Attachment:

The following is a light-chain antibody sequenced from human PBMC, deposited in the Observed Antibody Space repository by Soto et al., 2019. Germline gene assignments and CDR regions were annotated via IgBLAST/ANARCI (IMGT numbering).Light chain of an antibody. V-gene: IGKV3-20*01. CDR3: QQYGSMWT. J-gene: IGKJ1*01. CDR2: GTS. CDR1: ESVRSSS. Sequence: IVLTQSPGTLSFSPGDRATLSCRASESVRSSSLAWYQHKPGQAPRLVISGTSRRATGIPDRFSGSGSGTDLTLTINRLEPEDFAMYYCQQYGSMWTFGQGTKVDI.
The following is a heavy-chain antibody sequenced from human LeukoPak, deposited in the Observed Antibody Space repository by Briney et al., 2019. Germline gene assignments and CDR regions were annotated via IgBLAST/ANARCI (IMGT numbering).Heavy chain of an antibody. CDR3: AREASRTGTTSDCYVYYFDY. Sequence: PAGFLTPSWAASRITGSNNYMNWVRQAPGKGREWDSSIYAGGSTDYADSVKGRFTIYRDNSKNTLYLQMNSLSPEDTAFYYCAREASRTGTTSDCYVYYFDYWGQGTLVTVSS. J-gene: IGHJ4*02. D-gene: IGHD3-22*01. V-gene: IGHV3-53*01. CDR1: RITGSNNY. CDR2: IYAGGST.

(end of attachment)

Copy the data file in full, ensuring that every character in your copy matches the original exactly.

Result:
The following is a light-chain antibody sequenced from human PBMC, deposited in the Observed Antibody Space repository by Soto et al., 2019. Germline gene assignments and CDR regions were annotated via IgBLAST/ANARCI (IMGT numbering).Light chain of an antibody. V-gene: IGKV3-20*01. CDR3: QQYGSMWT. J-gene: IGKJ1*01. CDR2: GTS. CDR1: ESVRSSS. Sequence: IVLTQSPGTLSFSPGDRATLSCRASESVRSSSLAWYQHKPGQAPRLVISGTSRRATGIPDRFSGSGSGTDLTLTINRLEPEDFAMYYCQQYGSMWTFGQGTKVDI.
The following is a heavy-chain antibody sequenced from human LeukoPak, deposited in the Observed Antibody Space repository by Briney et al., 2019. Germline gene assignments and CDR regions were annotated via IgBLAST/ANARCI (IMGT numbering).Heavy chain of an antibody. CDR3: AREASRTGTTSDCYVYYFDY. Sequence: PAGFLTPSWAASRITGSNNYMNWVRQAPGKGREWDSSIYAGGSTDYADSVKGRFTIYRDNSKNTLYLQMNSLSPEDTAFYYCAREASRTGTTSDCYVYYFDYWGQGTLVTVSS. J-gene: IGHJ4*02. D-gene: IGHD3-22*01. V-gene: IGHV3-53*01. CDR1: RITGSNNY. CDR2: IYAGGST.